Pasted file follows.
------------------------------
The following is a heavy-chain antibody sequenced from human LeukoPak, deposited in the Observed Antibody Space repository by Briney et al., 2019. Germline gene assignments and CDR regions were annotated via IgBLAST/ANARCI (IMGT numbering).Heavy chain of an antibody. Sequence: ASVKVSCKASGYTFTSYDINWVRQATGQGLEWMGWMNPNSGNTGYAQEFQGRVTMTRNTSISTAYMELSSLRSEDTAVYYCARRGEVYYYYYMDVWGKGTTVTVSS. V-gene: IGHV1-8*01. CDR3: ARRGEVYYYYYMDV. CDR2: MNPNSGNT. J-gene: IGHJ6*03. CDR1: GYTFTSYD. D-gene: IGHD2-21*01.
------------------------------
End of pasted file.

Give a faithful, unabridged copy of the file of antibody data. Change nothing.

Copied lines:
The following is a heavy-chain antibody sequenced from human LeukoPak, deposited in the Observed Antibody Space repository by Briney et al., 2019. Germline gene assignments and CDR regions were annotated via IgBLAST/ANARCI (IMGT numbering).Heavy chain of an antibody. Sequence: ASVKVSCKASGYTFTSYDINWVRQATGQGLEWMGWMNPNSGNTGYAQEFQGRVTMTRNTSISTAYMELSSLRSEDTAVYYCARRGEVYYYYYMDVWGKGTTVTVSS. V-gene: IGHV1-8*01. CDR3: ARRGEVYYYYYMDV. CDR2: MNPNSGNT. J-gene: IGHJ6*03. CDR1: GYTFTSYD. D-gene: IGHD2-21*01.